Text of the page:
GOP stops governor poll
ST. PAUL - Minnesota Republicans stopped a straw poll for governor half-way through the annual Farmfest event.
"A straw poll was started but stopped because the state chair had not authorized it," state Republican spokesman Mark Drake said. "We didn't want to take attention away from our sanctioned state convention poll in October."
Governor candidate state Rep. Marty Seifert of Marshall, who grew up near the Farmfest grounds, said he was told the poll was halted "apparently because it favored me. ... They felt there was too much bias in favor of me."
The straw poll was being conducted in the GOP's Farmfest booth. The event was Tuesday through Thursday.
Republicans plan a rare non-election year convention on Oct. 3, with one of the main draws being a governor's race straw poll. About a dozen Republicans are running or expected to run and the poll is expected to thin the field.
Minnesota Gov. Tim Pawlenty continues his countrywide tour with stops in Ohio and Florida.
The potential 2012 presidential candidate is to speak in Orlando Aug. 22 at the Florida Republican Party's Statesman's Dinner.
"I cannot think of a Republican statesman more appropriate to join Florida Republicans for this exciting celebration of our great party," state GOP Chairman Jim Greer said.
The Cleveland Plain Dealer reports that Pawlenty "is going to make his pitch to the swing state of Ohio next month."
The newspaper says he will headline the Buckeye state's first GOP statewide dinner in a decade on Sept. 19.
"He's one of the smartest, most pragmatic conservative leaders in our party today, and he believes as I do that our party needs to modernize its message without moderating its principles," state party Chairman Kevin DeWine told the Plain Dealer.
Pawlenty has been in Washington and San Diego in recent days, as well as making stops in California, Colorado, Arkansas and elsewhere, not to mention a trip to Iraq and Afghanistan.
The governor's office says that sponsors of the events at which he speaks as governor pay for most of his expenses. On political trips, the office says, the state pays no more than if he were at home in Minnesota.
While he says he has not decided on his future, most observers say his traveling show he is planning a run for the presidency.
Franken in charge
The newest U.S. senator presided over final debate Thursday as the Senate confirmed Sonia Sotomayor as the next Supreme Court justice.
Minnesota Sen. Al Franken, in office just over a month, presided due to the luck of the draw. It is tradition for rookie senators to preside over routine business, although high-ranking ones often sit in the elevated seat during important votes.
Those presiding always have Senate staff members close at hand who walk them through whatever they need to do and say. Franken produced a smile at one point, when calling for the vote, as he stumbled over the exact wording.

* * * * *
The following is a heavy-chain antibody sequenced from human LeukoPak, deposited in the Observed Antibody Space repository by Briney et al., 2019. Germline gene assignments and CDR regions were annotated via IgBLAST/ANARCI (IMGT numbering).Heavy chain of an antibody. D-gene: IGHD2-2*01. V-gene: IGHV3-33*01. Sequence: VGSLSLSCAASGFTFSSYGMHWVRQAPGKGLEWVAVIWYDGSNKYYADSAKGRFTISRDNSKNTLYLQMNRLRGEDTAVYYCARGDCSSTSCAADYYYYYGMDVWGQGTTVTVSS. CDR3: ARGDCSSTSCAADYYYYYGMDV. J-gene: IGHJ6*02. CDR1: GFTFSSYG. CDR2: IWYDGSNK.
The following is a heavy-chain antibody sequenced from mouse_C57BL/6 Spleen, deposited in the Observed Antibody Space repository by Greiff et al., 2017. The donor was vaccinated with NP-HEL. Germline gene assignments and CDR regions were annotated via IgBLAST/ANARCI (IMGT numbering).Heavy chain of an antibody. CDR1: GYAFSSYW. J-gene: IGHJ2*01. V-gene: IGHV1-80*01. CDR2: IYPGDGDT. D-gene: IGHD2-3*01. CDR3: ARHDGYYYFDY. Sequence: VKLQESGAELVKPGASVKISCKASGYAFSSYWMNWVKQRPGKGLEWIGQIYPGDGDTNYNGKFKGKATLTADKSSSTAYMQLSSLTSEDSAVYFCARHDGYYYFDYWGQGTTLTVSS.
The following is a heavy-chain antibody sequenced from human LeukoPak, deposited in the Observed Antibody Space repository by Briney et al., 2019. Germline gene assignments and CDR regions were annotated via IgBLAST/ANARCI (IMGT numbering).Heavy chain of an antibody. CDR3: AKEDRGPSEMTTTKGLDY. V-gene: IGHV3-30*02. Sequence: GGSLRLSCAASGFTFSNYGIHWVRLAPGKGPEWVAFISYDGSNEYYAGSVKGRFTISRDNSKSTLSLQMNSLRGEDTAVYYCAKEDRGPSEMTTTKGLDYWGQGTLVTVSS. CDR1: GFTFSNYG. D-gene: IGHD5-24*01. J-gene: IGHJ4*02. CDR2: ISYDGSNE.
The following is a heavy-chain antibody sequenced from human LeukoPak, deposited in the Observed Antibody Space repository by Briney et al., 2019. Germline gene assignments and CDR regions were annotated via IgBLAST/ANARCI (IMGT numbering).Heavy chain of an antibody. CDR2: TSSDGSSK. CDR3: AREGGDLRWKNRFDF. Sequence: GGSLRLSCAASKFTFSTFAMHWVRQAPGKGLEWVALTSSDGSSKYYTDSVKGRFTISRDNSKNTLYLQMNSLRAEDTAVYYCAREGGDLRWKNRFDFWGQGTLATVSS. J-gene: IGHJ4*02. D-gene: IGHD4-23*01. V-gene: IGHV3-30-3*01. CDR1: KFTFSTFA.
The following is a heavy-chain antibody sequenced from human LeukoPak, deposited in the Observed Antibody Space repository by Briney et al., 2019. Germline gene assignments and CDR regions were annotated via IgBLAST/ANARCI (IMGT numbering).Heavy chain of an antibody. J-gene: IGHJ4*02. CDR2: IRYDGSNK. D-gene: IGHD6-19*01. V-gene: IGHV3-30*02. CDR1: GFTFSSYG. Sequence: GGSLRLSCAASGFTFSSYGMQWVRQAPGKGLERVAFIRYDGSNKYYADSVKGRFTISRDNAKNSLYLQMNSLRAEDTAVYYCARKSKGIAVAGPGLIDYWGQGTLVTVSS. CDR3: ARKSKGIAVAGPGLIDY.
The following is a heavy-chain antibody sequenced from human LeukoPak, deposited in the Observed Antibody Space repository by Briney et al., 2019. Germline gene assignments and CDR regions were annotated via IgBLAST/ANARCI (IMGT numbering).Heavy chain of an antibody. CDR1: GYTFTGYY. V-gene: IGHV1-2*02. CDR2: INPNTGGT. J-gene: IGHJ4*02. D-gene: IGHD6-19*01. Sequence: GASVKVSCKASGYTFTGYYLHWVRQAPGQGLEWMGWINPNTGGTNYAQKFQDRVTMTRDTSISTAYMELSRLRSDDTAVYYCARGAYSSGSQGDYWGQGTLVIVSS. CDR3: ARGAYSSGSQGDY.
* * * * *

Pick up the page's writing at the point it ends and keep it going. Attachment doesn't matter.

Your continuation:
Franken read the 68-31 vote total, ensuring that video and audio recordings of the historic event over the years will include Minnesota's senator.
During last month's Judiciary Committee hearings on the Sotomayor nomination, Franken lightened the mood at one point, asking the judge about a "Perry Mason" television show case. Both are fans of the long-ago canceled show.
Peterson opts out
Doug Peterson will not run for Minnesota governor.
Peterson, a former state representative from southwest Minnesota and current Minnesota Farmers Union president, had been looking into entering the crowded Democratic-Farmer-Labor Party contest, but announced that will not happen.
"I do believe that my background and experience as a legislator, teacher, farmer, auctioneer, artist and rural leader gives me a unique perspective of this state," Peterson said in a statement. "However, I have decided personally at this time that it does not work for me to run for statewide office."
He said that he will seek a fifth term as farmers union president.
"It is my hope that the many candidates running for governor take the necessary time to listen to rural Minnesota," Peterson said.
Washington Post reporters Dan Balz and Haynes Johnson finally reveal how a year ago Alaska Gov. Sarah Palin won the Republican vice presidential nod over Minnesota Gov. Tim Pawlenty.
The reporters wrote that, as a headline declared, "John McCain was looking for a way to shake up his campaign."
They said the GOP presidential nominee thought Palin was worth the gamble, even though she was a high-risk choice.
"Pawlenty was young and vigorous, a conservative who had grown up in a blue-collar family -- his father was a truck driver -- and he was anti-abortion," Balz and Johnson wrote. "He had won re-election in the Democratic year of 2006 and was seen as a future leader of the GOP, an advocate of modernizing the party without abandoning its conservative principles. Though not particularly flashy, he was seen as a more than credible choice, a running mate who might keep the Upper Midwest competitive. He was the safe choice if Palin faltered."
The reporters outline the entire vice presidential pick drama in the Post story, as well as in their book, "The Battle for America 2008: The Story of an Extraordinary Election."